The absolute and non-derogatory prohibition of torture is embedded in almost every international or regional human rights instrument that deals with civil rights. However, this ban witnesses a diversion between theory and practice. While this diversion is comprehendible in authoritarian states, democratic regimes also implement it in some instances. This usage notably arose in the wake of the 11th of September 2001 and the accompanying usage of physical coercion in the interrogation processes. Simultaneously, some scattered, though notable, scholarly voices started challenging the absolute prohibition against torture. This pro-torture school of thought echoed in some legislative and executive works. The judiciary, as well, was in a complicated situation between preserving its heritage in defending human rights and its role in preserving state security. Such a hardship was reflected in the language of the verdicts. The sum of these scholarly, legislative, executive, and judicial momentum was still minor and could not change the well- established absolute prohibition. This paper argues that the denial of absolute prohibition has existed forever and will continue to exist. The 9/11 incidents only brought it to the surface. I further dispute the effectiveness of the focus on absolute prohibition as an effective tool to curb torture with all the hard cases it raises.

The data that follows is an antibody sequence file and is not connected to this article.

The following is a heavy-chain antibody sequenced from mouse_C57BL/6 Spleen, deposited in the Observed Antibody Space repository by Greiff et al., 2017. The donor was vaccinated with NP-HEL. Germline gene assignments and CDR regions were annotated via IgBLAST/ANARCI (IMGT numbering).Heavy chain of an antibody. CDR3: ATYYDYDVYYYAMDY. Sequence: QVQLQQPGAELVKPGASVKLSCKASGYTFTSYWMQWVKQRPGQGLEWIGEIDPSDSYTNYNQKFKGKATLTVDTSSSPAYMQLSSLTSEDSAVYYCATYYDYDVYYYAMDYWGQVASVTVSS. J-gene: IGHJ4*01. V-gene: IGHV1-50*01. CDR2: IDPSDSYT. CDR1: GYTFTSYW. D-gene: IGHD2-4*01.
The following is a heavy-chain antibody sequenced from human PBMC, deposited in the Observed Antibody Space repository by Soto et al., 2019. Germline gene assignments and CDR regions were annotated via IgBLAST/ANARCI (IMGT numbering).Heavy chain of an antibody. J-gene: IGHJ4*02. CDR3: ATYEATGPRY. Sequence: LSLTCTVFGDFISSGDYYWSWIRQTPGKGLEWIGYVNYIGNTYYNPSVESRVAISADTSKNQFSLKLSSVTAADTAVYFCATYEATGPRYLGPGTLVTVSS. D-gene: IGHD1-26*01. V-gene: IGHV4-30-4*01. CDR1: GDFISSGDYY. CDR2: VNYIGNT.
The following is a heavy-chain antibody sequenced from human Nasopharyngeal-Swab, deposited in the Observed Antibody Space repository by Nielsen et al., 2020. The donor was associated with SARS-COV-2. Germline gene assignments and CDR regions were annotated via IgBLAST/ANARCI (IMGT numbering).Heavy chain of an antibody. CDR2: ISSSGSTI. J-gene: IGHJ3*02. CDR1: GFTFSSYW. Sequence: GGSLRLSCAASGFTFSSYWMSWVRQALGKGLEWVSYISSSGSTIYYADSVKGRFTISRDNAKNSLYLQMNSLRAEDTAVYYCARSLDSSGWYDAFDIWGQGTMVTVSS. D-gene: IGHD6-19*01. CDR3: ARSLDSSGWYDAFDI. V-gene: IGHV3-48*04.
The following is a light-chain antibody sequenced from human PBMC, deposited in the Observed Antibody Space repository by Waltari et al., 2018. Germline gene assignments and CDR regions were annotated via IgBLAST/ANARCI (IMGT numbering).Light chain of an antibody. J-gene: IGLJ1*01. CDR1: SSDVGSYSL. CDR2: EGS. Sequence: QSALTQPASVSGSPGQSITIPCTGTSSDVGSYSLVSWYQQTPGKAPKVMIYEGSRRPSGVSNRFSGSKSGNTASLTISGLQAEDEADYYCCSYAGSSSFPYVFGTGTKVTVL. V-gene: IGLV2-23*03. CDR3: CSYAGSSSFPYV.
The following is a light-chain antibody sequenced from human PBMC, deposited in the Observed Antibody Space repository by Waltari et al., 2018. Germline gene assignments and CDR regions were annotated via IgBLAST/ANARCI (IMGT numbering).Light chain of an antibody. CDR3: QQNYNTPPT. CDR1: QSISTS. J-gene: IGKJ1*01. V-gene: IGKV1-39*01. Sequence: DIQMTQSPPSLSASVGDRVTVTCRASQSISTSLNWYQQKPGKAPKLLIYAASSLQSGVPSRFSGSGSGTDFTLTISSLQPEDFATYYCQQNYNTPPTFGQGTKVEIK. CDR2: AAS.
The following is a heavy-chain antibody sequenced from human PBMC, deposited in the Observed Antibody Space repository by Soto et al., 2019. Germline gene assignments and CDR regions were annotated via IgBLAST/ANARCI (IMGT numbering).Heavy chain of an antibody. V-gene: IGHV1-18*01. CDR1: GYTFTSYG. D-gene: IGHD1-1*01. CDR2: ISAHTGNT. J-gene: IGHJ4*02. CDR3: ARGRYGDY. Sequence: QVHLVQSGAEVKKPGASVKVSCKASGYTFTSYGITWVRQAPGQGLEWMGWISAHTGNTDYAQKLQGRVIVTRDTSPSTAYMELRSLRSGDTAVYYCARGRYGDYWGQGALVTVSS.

School of Global Affairs and Public Policy


Law Department

Degree Name

LLM in International and Comparative Law

Graduation Date

Winter 2-15-2025

Submission Date


First Advisor

Jason Beckett

Committee Member 1

Thomas Skouteris

Committee Member 2

Hany Sayed


95 p.

Document Type

Master's Thesis

Institutional Review Board (IRB) Approval

Approval has been obtained for this item

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